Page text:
The ‘Alli Must Go’ of 1977, for instance, brought down the entire town and led to loss of some major assets? Countless protest marches through the town never went without paralyzing commercial activities in the ancient town. Each time, Ife people either gave a hand of comradeship to either protesting students or staff of the university, or simply maintained a very supportive silence while bearing the heaviest part of the burden of the protests. Many achievements that trailed such protests were not unconnected to the community’s support for the protests.

Why were the protesting Ife people left in the lurch when the university community should have reciprocated the long years of support it freely enjoyed from the very accommodating Ife people? First, Ife people probably chose a fight considered wrong by the university community.

Second, they chose a wrong time for the fight. Third, their choice of fight and timing were both wrong. Fourth, their fight and its timing were both right but woeful strategies were deployed. There will be as many as possible guesses as there are willing guessers.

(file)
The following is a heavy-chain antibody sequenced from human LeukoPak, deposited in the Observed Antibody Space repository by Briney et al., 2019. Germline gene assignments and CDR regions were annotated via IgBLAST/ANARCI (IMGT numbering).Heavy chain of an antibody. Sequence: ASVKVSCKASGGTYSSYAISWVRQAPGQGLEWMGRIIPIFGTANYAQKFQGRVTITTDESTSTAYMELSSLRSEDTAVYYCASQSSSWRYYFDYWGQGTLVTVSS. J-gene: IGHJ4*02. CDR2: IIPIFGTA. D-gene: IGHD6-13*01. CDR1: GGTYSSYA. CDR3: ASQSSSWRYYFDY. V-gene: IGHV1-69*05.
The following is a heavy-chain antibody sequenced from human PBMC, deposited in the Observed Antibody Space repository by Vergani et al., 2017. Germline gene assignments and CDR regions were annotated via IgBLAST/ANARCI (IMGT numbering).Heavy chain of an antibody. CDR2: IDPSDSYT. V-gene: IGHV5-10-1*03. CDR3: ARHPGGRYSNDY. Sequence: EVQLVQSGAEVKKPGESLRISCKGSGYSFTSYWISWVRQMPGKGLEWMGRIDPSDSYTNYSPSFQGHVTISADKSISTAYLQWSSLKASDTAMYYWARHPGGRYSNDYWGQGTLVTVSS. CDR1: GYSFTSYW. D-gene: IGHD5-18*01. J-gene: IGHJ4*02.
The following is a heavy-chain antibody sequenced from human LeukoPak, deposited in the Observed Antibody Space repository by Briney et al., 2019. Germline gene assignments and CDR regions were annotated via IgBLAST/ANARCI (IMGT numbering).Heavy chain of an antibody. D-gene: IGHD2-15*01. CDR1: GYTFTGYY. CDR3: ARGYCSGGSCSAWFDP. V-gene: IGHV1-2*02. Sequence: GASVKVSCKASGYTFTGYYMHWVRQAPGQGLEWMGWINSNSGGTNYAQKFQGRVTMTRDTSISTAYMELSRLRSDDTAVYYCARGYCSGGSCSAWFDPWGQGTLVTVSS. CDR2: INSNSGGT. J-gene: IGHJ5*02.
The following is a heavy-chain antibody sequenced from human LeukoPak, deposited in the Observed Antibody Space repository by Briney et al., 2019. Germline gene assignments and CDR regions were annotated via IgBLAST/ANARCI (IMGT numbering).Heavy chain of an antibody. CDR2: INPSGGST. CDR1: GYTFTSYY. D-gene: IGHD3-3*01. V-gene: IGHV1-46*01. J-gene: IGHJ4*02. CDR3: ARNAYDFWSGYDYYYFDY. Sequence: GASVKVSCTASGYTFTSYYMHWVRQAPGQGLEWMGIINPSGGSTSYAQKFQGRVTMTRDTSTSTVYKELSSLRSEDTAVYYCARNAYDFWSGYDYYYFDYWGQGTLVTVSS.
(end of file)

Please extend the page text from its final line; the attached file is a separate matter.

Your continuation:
This writer has not set out to justify the invasion of the university community by the protesters. However, this writer takes exception to the ways the matter has been largely addressed with less of philosophical scrutiny.

The protest as a seminal statement of discontent over what the protesters claimed to be a persistent marginalization of the town and his people cannot be mistaken and should never be deliberately dismissed with a wave of hand.

For some, it is the act of trespass of the protesters and their introduction of fetish objects to enhance the objectives of the protest that should never have been. For others, the protest was an unfortunate act of self-defeatism since Ile-Ife, the host community doubles as the origin place of every Yoruba person on the planet earth and therefore Professor Bamire who can never be seen as an exception should have been received by the Ife people as one of their distant cousins going by facts of Yoruba history. Yet, for some others, the protest was a ruse designed to cover up a criminal ‘land grabbing’ that threatens the security of the university estate graciously given for the citing of the university by the same Ife people over six decades ago.